On appeal to this Court, plaintiff contends that the controlling and concurring opinions of the appeal board erred both in their findings of fact and in their application of the law.
Regarding the appeal as to findings of fact, Const 1963, art 6, § 28 provides:
"Findings of fact in workmen's compensation proceedings shall be conclusive in the absence of fraud unless otherwise provided by law."
Moreover, CL 1948, § 413.12 (Stat Ann 1968 Rev § 17.186), provides:
"The findings of fact made by the compensation commission acting within its powers, shall, in the absence of fraud, be conclusive, but the Supreme Court shall have power to review questions of law involved in any final decision or determination of said compensation commission."
See Zaremba v. Chrysler Corp. (1966), 377 Mich. 226. Since no fraud is claimed by plaintiff, and competent evidence supports the findings of the controlling and concurring opinions, these findings must be affirmed by this Court.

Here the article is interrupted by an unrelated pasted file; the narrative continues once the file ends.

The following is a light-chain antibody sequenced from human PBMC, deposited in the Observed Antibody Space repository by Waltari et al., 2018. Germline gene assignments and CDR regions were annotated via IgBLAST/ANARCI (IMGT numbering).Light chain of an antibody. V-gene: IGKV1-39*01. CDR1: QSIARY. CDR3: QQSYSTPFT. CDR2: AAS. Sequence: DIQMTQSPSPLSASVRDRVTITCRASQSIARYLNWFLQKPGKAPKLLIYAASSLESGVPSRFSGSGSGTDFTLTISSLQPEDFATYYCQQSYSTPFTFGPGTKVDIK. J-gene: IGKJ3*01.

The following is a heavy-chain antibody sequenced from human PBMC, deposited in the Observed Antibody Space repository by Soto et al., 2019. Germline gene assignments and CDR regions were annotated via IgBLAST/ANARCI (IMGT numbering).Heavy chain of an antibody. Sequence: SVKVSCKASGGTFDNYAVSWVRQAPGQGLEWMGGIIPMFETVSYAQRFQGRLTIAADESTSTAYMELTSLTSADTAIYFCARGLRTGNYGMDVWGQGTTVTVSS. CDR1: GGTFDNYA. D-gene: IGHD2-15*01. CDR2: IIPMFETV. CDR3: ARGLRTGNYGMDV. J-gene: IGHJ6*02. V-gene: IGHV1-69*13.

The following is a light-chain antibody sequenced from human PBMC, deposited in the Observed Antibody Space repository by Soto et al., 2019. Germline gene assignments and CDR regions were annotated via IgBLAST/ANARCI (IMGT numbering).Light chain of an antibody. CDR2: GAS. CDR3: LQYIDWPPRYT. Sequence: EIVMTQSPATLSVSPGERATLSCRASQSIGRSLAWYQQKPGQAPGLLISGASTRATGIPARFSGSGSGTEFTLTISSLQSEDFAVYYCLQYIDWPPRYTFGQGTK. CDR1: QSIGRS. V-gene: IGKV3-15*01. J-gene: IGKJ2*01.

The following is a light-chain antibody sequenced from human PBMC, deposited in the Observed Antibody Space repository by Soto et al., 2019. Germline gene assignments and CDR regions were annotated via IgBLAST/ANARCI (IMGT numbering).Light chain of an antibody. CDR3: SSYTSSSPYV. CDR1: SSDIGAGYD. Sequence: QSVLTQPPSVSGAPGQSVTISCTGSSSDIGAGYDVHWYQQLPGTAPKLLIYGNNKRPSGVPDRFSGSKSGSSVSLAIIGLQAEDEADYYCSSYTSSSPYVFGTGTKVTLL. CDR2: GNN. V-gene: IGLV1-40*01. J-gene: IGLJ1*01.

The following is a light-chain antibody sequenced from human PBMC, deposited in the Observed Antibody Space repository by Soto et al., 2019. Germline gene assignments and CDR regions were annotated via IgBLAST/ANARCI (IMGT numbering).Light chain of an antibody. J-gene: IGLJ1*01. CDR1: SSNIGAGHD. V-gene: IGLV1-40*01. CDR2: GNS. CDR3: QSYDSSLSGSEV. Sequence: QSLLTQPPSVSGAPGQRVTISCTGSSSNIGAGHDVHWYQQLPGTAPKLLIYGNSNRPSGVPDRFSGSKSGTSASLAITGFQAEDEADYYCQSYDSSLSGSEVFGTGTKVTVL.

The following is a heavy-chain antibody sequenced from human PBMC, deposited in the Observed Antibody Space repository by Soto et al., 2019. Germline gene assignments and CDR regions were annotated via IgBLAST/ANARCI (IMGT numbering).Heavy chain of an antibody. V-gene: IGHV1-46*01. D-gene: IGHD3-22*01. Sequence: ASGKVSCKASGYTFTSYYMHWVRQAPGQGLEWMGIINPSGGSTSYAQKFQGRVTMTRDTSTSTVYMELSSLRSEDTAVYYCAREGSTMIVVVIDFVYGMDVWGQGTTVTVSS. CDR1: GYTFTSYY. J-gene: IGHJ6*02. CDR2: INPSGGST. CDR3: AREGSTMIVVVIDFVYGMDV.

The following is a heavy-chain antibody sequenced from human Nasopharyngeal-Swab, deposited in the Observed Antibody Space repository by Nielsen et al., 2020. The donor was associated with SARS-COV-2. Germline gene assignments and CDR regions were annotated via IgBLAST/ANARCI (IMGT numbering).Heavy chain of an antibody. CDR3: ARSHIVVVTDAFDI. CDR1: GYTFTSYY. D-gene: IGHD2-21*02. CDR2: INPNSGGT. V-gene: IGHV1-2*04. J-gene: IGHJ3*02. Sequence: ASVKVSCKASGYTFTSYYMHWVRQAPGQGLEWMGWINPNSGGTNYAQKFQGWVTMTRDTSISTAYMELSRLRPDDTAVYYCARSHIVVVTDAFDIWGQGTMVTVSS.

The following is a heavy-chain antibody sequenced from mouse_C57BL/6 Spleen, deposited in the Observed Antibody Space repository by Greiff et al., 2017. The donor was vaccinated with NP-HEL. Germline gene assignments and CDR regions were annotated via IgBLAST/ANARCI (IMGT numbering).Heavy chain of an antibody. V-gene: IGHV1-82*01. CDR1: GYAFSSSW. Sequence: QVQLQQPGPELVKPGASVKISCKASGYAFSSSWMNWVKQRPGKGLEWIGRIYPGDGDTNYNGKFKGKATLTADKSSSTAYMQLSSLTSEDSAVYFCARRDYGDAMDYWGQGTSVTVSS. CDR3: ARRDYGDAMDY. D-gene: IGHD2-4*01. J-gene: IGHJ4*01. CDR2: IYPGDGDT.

Regarding the appeal as to correct application of the law, plaintiff challenges both the controlling and concurring opinions. In attacking the controlling opinion, plaintiff argues that Zaremba, supra, and Sheppard v. Michigan National Bank (1957), 348 Mich. 577, were not properly interpreted and applied to the facts of the instant case.
The proper legal standard for determining whether an accidental injury is compensable was stated in Sheppard, supra, as follows:
"`Notwithstanding anything we may have said in prior cases, we hold that an accidental injury arises out of the employment when the required exertion producing the injury is too great for the person undertaking the work, whatever the degree of exertion or the condition of his health, provided the exertion is either the sole or a contributing cause of the injury. In short, that an injury is accidental when either the cause or result is unexpected or accidental, although the work being done is usual or ordinary.'" (Quoting from Bryant Stave Heading Company v. White (1956), 227 Ark. 147 [ 296 S.W.2d 436].) (Emphasis supplied.)
The Court in Zaremba, supra, adopted and affirmed this rule although the Sheppard Case contained five separate opinions.
The language of the controlling opinion of the appeal board in the instant case in context provides: